One of the key factors to value and choose a safety razor is its aggressiveness. If you plan to purchase a safety razor but don’t know which may suit you the most, Let’s check out our safety razor aggressiveness chart to make an informed decision!
A double-edge (DE) safety razor has been many people’s favorite since it is said to prevent skin irritation, razor burns, or shave bumps.
Yet, the term “safety razor aggressiveness” may be pretty confusing, especially if you are a beginner. Though you may rarely hear about this term, safety razor aggressiveness is crucial as it affects the razor’s performance and shaving experience.
Check out our article to gain detailed explanations on the safety razor aggressiveness chart. You will soon recognize which level of aggressiveness suits you the most to make an informed decision.
- 1 What Is A Safety Razor Aggressiveness?
- 2 Safety Razor Aggressiveness Chart
- 3 Levels of Safety Razor Aggressiveness
- 4 What Determines Aggressiveness?
- 5 Frequently Asked Questions (FAQs)
- 6 Final Thoughts
What Is A Safety Razor Aggressiveness?
A safety razor aggressiveness illustrates the performance of your safety razor. For example, how close can it cut your beard? Will it glide over your face smoothly? All these characteristics of a razor are effectively determined by its level of aggressiveness.
As a result, an aggressive razor may offer you a pretty close shave. Also, it cannot move across your face as smooth as a razor with mild aggressiveness can. On the other hand, a mild safety razor is comfortable and easy to use, but it is not invented to ensure shaving efficiency.
Safety Razor Aggressiveness Chart
Since a safety razor aggressiveness has profound impacts on your shaving experience. It is recommended that you should know the razor’s aggressiveness well before purchasing.
Based on many people’s reviews and our personal experiences, we have collected all the information about aggressiveness, comfort, and efficiency of 20 well-known models and brands. Check out our safety razor aggressiveness chart below for further information!
|Brands||Models & Guards||Aggressiveness||Comfort||Efficiency|
|Edwin Jagger (and rebranded)||All models share the same solid bar razor head||Mild||Very comfortable||Efficient|
|Apollo (modern)||Only one solid bar model||Mild||Comfortable||Efficient|
|Feather||Feather Popular solid bar TTO||Mild||Comfortable||Efficient|
|Above the Tie||M1 (solid bar), and M2 (open comb)||Mild||Very comfortable||Very efficient|
|Goodfella||Open comb||Mild||Uncomfortable||Very efficient|
|iKon||OSS||Mild||Very comfortable||Very efficient|
|iKon Shave Craft||#101 hybrid solid bar and open comb||Mild||Very comfortable||Very efficient|
|Maggard||solid bar||Mild||Very comfortable||Efficient|
|Above the Tie||S1 (slant SB with blade twisting)||Moderate||Very comfortable||Very efficient|
|Above the Tie||S2 (slant OC with blade twisting)||Moderate||Comfortable||Very efficient|
|Above the Tie||R1 (solid bar), R2 (open comb)||Moderate||Very comfortable||Very efficient|
|iKon||Open Comb||Moderate||Very comfortable||Very efficient|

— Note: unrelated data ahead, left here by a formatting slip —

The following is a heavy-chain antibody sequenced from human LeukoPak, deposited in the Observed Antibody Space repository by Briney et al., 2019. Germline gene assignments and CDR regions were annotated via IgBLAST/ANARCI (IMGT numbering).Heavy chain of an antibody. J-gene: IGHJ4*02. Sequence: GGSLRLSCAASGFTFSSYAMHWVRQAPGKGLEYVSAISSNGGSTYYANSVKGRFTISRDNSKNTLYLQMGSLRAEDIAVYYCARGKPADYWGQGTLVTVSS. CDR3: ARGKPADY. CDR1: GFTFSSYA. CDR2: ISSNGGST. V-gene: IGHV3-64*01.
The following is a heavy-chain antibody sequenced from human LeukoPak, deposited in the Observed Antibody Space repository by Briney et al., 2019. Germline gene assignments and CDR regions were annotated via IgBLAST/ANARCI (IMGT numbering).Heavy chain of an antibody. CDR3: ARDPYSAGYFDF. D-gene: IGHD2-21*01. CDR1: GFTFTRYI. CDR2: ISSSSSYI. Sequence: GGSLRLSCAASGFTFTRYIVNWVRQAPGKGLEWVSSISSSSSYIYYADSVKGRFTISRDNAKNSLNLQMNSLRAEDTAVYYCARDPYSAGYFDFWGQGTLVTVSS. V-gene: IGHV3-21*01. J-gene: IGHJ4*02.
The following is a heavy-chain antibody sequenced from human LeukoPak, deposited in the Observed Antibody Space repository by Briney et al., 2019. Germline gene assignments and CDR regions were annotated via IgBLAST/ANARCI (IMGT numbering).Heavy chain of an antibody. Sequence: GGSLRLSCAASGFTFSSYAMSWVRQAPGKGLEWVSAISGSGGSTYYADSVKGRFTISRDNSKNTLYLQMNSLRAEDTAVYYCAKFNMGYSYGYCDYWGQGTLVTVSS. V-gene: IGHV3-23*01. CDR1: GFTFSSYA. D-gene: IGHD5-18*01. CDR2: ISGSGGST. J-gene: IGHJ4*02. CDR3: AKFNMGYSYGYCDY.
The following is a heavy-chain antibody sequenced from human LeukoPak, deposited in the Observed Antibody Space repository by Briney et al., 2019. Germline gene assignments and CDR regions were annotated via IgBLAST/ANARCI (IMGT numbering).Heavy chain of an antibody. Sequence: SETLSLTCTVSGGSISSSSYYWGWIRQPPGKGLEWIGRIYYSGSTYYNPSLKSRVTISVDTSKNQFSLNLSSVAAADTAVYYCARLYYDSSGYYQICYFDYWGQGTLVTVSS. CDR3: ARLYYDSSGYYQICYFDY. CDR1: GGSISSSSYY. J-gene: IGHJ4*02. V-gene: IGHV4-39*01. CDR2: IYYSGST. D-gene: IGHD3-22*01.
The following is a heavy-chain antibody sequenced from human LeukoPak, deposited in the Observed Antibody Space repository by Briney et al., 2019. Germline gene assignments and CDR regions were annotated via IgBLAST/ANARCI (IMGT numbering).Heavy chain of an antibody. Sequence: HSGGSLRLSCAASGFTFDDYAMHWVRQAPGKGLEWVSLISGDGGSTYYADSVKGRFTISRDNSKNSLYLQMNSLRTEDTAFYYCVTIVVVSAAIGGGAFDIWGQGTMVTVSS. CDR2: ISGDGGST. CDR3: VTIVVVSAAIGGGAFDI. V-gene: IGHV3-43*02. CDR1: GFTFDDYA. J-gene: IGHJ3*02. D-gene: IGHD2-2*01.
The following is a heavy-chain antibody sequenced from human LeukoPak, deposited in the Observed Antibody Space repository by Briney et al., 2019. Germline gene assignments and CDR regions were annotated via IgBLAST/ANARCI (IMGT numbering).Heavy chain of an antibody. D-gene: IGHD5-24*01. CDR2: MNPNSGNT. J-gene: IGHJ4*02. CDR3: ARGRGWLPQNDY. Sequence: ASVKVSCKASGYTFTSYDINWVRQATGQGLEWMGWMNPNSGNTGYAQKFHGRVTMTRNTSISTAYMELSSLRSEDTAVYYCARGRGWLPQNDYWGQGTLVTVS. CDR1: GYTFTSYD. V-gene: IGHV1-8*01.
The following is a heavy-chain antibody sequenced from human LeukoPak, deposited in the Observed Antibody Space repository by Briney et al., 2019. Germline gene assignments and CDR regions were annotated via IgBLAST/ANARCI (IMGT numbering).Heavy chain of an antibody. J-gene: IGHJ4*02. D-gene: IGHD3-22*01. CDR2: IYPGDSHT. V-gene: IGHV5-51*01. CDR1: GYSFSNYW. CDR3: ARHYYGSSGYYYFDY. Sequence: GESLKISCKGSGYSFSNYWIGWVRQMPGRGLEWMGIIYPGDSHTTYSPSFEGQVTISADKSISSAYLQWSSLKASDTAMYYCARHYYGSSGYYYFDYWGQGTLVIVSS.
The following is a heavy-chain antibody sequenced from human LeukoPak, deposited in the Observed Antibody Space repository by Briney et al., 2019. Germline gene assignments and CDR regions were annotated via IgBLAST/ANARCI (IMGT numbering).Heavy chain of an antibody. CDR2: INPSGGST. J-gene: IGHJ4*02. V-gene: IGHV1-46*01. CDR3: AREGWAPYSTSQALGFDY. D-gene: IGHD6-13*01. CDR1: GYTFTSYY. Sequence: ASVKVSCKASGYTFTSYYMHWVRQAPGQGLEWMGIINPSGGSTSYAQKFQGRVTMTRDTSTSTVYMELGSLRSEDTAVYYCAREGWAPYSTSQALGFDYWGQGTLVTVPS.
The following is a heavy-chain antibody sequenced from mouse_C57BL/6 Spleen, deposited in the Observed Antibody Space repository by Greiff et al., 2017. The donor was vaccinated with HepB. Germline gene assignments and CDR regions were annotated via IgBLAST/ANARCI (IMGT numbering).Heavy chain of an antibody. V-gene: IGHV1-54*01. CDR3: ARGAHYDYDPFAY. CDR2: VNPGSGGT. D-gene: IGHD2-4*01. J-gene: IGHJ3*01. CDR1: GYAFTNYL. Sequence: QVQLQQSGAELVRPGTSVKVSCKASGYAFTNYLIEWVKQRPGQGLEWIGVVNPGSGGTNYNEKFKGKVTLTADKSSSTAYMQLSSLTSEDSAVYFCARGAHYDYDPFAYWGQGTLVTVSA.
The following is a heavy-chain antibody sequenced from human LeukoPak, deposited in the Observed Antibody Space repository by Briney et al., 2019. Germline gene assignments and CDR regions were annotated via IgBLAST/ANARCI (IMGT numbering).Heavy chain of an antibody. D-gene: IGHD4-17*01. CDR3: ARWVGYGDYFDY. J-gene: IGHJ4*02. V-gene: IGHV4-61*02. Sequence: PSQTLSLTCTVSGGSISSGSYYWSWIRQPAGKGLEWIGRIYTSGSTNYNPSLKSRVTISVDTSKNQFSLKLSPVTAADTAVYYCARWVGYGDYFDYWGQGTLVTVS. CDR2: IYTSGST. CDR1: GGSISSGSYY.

|Pils||SS Pils 101 solid bar||Moderate||Very comfortable||Very efficient|
|Wolfman Razors||Solid bar, open comb, or hybrid SB/OC||Moderate||Very comfortable||Very efficient|
|Los Angeles Shaving Soap Company||BBS-1 solid bar||Moderate||Very comfortable||Very efficient|
|iKon Shave Craft||Tech||Aggressive||Very uncomfortable||Efficient|
|iKon||“Standard Bar” (synonymous with “solid bar”)||Aggressive||Very comfortable||Very efficient|
|Fatip||open comb (Joris believed to have a very similar head)||Aggressive||Uncomfortable||Efficient|
|Above the Tie||H1 (solid bar), and H2 (open comb)||Aggressive||Very comfortable||Very efficient|
|Joris||Open comb (Fatip believed to have a very similar head)||Aggressive||Uncomfortable||Very efficient|
Yet, it can still be confusing if you have never heard of these safety razor aggressiveness levels. What do all the terms “mild”, “moderate”, and “aggressive” really mean? Keep reading to figure it out!
Levels of Safety Razor Aggressiveness
Safety razors have been classified into three types: mild, medium, and aggressive. Each of them has distinguished characteristics that you should recognize to make a wise investment.
Mild safety razor
This safety razor’s blade gap is pretty small, while the blade exposure is negative. Consequently, it is the least aggressive among the three, offering you a gentler shave.
This type of razor is, without a doubt, suitable for beginners. You are rarely able to cut yourself using a mild safety razor. Thus, even if you do not know how to hold the razor properly, its design still allows you to obtain a safe, smooth shave. Besides beginners, this level of aggressiveness is also an ideal option when you are afraid of razor burn, irritation, or cuts appearing on your sensitive skin.
Yet, several people are not so into this razor. Since it only cuts a limited amount of hair per stroke, men who have thicker beard stubble need to go over a spot multiple times to earn a cleaner shave. Besides, as the thick hair may well clog the blade, it becomes troublesome to clean the blade gap many times while shaving.
Medium (moderate) aggressive razor
Many people love medium-aggressive razors because it balances between the aggressiveness and the blade efficiency. This razor has an average blade gap and a neutral blade exposure. Thus, it not only cuts your hair efficiently but also secures your skin from any excessive irritation, cuts, and nicks.
Some experts recommend beginners utilize this razor as long as they are willing to take risks. Though a mild safety razor is much safer, it cannot present you with the true feeling of aggressiveness.
Thus, if you want to test which level of aggressiveness may bring about the best shaving experience, go for this medium one. You will eventually know if you want to raise or lower the aggressiveness.